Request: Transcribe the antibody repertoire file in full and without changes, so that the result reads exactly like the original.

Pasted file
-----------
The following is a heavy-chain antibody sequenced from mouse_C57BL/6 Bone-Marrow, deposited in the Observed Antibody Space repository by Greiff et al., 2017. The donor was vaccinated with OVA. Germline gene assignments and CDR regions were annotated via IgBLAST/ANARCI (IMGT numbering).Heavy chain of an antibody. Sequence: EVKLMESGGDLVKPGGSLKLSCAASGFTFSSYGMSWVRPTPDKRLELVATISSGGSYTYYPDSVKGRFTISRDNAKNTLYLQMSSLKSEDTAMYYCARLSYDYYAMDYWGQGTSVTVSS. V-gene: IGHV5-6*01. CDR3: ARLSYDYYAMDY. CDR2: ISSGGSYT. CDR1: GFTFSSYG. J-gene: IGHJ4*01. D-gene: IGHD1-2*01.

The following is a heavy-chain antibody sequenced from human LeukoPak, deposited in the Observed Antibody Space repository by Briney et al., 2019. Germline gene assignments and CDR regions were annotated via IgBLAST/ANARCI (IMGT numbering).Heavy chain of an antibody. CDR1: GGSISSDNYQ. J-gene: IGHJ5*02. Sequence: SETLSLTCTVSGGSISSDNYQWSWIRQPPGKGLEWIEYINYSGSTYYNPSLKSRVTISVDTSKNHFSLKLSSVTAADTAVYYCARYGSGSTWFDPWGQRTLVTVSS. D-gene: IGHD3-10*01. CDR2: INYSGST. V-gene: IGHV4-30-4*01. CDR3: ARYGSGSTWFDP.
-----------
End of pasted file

The following is a heavy-chain antibody sequenced from mouse_C57BL/6 Bone-Marrow, deposited in the Observed Antibody Space repository by Greiff et al., 2017. The donor was vaccinated with OVA. Germline gene assignments and CDR regions were annotated via IgBLAST/ANARCI (IMGT numbering).Heavy chain of an antibody. Sequence: EVKLMESGGDLVKPGGSLKLSCAASGFTFSSYGMSWVRPTPDKRLELVATISSGGSYTYYPDSVKGRFTISRDNAKNTLYLQMSSLKSEDTAMYYCARLSYDYYAMDYWGQGTSVTVSS. V-gene: IGHV5-6*01. CDR3: ARLSYDYYAMDY. CDR2: ISSGGSYT. CDR1: GFTFSSYG. J-gene: IGHJ4*01. D-gene: IGHD1-2*01.

The following is a heavy-chain antibody sequenced from human LeukoPak, deposited in the Observed Antibody Space repository by Briney et al., 2019. Germline gene assignments and CDR regions were annotated via IgBLAST/ANARCI (IMGT numbering).Heavy chain of an antibody. CDR1: GGSISSDNYQ. J-gene: IGHJ5*02. Sequence: SETLSLTCTVSGGSISSDNYQWSWIRQPPGKGLEWIEYINYSGSTYYNPSLKSRVTISVDTSKNHFSLKLSSVTAADTAVYYCARYGSGSTWFDPWGQRTLVTVSS. D-gene: IGHD3-10*01. CDR2: INYSGST. V-gene: IGHV4-30-4*01. CDR3: ARYGSGSTWFDP.